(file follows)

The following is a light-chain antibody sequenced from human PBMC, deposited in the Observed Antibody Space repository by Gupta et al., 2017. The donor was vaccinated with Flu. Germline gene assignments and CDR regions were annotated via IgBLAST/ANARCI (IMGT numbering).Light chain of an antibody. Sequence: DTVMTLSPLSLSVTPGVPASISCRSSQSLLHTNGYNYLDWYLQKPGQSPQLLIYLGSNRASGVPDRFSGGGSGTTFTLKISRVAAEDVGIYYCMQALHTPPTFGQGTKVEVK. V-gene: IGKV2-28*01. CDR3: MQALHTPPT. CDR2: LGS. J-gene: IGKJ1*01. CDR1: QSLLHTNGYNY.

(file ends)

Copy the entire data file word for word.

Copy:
The following is a light-chain antibody sequenced from human PBMC, deposited in the Observed Antibody Space repository by Gupta et al., 2017. The donor was vaccinated with Flu. Germline gene assignments and CDR regions were annotated via IgBLAST/ANARCI (IMGT numbering).Light chain of an antibody. Sequence: DTVMTLSPLSLSVTPGVPASISCRSSQSLLHTNGYNYLDWYLQKPGQSPQLLIYLGSNRASGVPDRFSGGGSGTTFTLKISRVAAEDVGIYYCMQALHTPPTFGQGTKVEVK. V-gene: IGKV2-28*01. CDR3: MQALHTPPT. CDR2: LGS. J-gene: IGKJ1*01. CDR1: QSLLHTNGYNY.